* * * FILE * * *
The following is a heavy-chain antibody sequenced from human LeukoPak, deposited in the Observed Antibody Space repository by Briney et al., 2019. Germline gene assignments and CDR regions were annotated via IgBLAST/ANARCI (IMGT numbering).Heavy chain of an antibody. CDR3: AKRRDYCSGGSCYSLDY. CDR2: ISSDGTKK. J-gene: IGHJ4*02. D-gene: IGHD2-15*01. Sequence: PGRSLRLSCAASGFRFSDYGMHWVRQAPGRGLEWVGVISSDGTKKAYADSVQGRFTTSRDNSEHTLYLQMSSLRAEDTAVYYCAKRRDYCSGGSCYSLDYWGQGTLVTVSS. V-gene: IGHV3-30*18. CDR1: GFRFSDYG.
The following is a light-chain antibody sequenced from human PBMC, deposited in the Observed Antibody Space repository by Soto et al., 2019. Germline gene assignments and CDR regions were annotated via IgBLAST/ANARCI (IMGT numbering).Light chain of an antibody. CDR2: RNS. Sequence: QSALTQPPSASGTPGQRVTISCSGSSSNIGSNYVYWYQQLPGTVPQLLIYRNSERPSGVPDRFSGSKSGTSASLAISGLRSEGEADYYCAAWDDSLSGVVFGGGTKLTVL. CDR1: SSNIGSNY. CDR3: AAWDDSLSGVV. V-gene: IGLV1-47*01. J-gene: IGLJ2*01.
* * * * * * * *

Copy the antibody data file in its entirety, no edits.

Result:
The following is a heavy-chain antibody sequenced from human LeukoPak, deposited in the Observed Antibody Space repository by Briney et al., 2019. Germline gene assignments and CDR regions were annotated via IgBLAST/ANARCI (IMGT numbering).Heavy chain of an antibody. CDR3: AKRRDYCSGGSCYSLDY. CDR2: ISSDGTKK. J-gene: IGHJ4*02. D-gene: IGHD2-15*01. Sequence: PGRSLRLSCAASGFRFSDYGMHWVRQAPGRGLEWVGVISSDGTKKAYADSVQGRFTTSRDNSEHTLYLQMSSLRAEDTAVYYCAKRRDYCSGGSCYSLDYWGQGTLVTVSS. V-gene: IGHV3-30*18. CDR1: GFRFSDYG.
The following is a light-chain antibody sequenced from human PBMC, deposited in the Observed Antibody Space repository by Soto et al., 2019. Germline gene assignments and CDR regions were annotated via IgBLAST/ANARCI (IMGT numbering).Light chain of an antibody. CDR2: RNS. Sequence: QSALTQPPSASGTPGQRVTISCSGSSSNIGSNYVYWYQQLPGTVPQLLIYRNSERPSGVPDRFSGSKSGTSASLAISGLRSEGEADYYCAAWDDSLSGVVFGGGTKLTVL. CDR1: SSNIGSNY. CDR3: AAWDDSLSGVV. V-gene: IGLV1-47*01. J-gene: IGLJ2*01.